SNELLING v. CIVIL SERVICE BOARD OF CITY OF OAKLAND et al.
SNELLING v. CITY OF OAKLAND et al.
These two appeals are presented on the same record. The first is an appeal from an order denying an injunction, the second from a judgment denying a writ of mandate.
Appellant held a probationary appointment as a patrolman in the Oakland police department. Before he had served a full year as such he was discharged from duty. The sole question raised by him on both appeals is whether, under the charter and the applicable rules, he was entitled to serve the full year period subject to discharge only after charges filed and a hearing before the Civil Service Board.
Briefly the facts are these: Appellant was given a probationary appointment on December 21, 1946. On November 14, 1947, he was discharged upon request of the city manager. On November 17, 1947, he filed a complaint for an injunction. On December 23, 1947, judgment denying the application for an injunction was entered.
The first appeal presents a moot question since no injunction could have been issued to prevent an act which was already completed. The maximum of probationary service which appellant could claim was one year. This period had expired when the order appealed from was entered. Section 78 of the Oakland Charter provides that all appointments to the municipal civil service ‘shall be on probation of a character and for a period to be fixed by the rules of the Board [Civil Service] but not to exceed one year.’
The appeal from the order denying an injunction, No. 13815, must therefore be dismissed.
The second appeal presents a similar question. The complaint for a writ of mandate was filed January 7, 1948. It prayed for an order ‘to reinstate petitioner to his position as Patrolman.’ The only position to which he could have been reinstated was that of a probationer and his period of probation had expired before the petition was filed.
However on examination of the municipal character we reach the same result. Section 78 of the Oakland Charter provides for the certification to the appointing power of persons eligible to appointment in the Civil Service: ‘Such appointment shall be on probation of a character and for a period to be fixed by the rules of the Board, but not to exceed one year.’
Rule 56 of the Civil Service Board provides: ‘Any person who has accepted a regular appointment from an entrance eligible list shall be on probation for a period of one year from the date of regular appointment * * *.’
Rule 97 provides: ‘(a) When an appointing power determines that a probationer, who has been appointed from an entrance eligible list, is incompetent or unqualified to perform the duties of his position, he shall report the same to the Board in writing with a statement of the reasons therefor, and request approval of the removal of such probationer. Upon approval by the Board, such probationer shall be removed by the appointing power, * * *.’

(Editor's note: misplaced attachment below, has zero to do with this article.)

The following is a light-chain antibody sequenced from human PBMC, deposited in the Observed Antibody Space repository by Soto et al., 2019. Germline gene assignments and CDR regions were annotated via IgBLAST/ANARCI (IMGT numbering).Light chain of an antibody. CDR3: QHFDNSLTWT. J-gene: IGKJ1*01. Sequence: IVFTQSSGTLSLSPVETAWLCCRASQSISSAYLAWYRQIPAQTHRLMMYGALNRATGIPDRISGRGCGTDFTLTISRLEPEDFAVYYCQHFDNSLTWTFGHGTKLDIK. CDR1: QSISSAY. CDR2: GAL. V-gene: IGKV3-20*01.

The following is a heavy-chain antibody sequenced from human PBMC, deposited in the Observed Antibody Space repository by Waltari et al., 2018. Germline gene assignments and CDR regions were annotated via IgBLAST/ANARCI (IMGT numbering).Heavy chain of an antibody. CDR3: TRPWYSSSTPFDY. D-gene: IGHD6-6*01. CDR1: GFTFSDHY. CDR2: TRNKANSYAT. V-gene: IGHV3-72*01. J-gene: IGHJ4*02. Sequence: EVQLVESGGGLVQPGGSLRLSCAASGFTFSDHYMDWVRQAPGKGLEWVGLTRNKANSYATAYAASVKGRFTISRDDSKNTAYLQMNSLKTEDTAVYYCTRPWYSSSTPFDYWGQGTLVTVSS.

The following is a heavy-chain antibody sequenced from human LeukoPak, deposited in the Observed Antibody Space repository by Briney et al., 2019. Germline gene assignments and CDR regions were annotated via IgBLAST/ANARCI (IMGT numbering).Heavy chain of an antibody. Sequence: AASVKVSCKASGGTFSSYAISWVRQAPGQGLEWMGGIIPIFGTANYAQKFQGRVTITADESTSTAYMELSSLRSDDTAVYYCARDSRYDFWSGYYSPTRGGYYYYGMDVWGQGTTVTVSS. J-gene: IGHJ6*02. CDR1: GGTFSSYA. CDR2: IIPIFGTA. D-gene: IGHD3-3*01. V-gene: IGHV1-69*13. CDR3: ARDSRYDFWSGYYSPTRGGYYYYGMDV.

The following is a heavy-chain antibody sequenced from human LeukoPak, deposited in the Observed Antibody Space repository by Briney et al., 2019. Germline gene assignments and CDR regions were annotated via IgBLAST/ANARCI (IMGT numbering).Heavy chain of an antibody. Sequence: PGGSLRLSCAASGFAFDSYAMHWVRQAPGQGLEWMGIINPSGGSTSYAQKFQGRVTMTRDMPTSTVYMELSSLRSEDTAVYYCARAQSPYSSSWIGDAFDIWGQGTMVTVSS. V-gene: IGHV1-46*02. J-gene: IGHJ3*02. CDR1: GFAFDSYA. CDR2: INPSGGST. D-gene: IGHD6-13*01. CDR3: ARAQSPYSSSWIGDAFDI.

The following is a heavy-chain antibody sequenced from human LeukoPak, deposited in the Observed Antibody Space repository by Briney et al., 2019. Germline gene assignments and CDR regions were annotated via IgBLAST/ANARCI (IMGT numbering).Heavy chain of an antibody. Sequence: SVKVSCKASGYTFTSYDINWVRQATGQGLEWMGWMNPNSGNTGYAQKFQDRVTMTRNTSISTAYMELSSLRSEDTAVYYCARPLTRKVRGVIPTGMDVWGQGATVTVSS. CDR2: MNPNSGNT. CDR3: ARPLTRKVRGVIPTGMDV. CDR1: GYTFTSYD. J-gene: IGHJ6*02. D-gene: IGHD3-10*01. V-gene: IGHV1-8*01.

It should be noted that the charter section declares that probationary appointments shall be ‘of a character’ fixed by rule of the Board; that Rule 97 authorizes removal when the appointing power ‘determines' that a probationer is unqualified. Read together the conclusion is that the ‘character’ of the appointment is that stated in Rule 97—that the probationer is subject to removal by the appointing power with the single limitation that the Civil Service Board must give its approval. This is the condition which the legislative bodies have seen fit to enforce and it is the condition upon which appellant accepted the appointment. It is not competent for the courts to add further restrictions by reading something into the charter and rules which the properly constituted legislative bodies did not provide for.
The proper reading of these provisions force the conclusion that a probationer is subject to removal under Rule 97 at any time before the expiration of his year of service and that therein lies the distinction between a probationer and a regular employee. This interpretation is supported by Neuwald v. Brock, 12 Cal.2d 662, 671, 86 P.2d 1047, 1051: ‘It is equally clear that he was subject to dismissal during the period of such probationary term, for otherwise the term ‘probationary’ would be meaningless, and the distinction between civil service employees with permanent status and probationary employees with temporary status would be obliterated.' And we should add that if appellant's interpretation of the rules were to be followed a probationer would be in a better position than a regular employee because he could not be removed for any cause until the end of the year whereas a regular employee would always be subject to removal on charges filed. This would follow because the provisions for charges, trial and removal apply only to regular employees, whereas the ‘character’ of the employment of the probationer is fixed by the Civil Service Board under the express terms of the charter. As we have seen the rule of the board does not require either charges or trial for the removal of a probationer.
We conclude that Rule 97 is all inclusive and fixes the rights of the parties hereto. But if we should assume that appellant is correct in his contention that he was entitled to a full year of probation his removal at the end of the eleventh month would nevertheless become effective automatically at the end of the year. Hence when this petition was filed there was nothing to mandate, Palmer v. Wolff, 88 Cal.App.2d 979, 200 P.2d 167, and the appeal becomes useless.
Appeal in No. 13815 dismissed.
Judgment in No. 13895 affirmed.
NOURSE, Presiding Justice.
GOODELL and DOOLING, JJ., concur.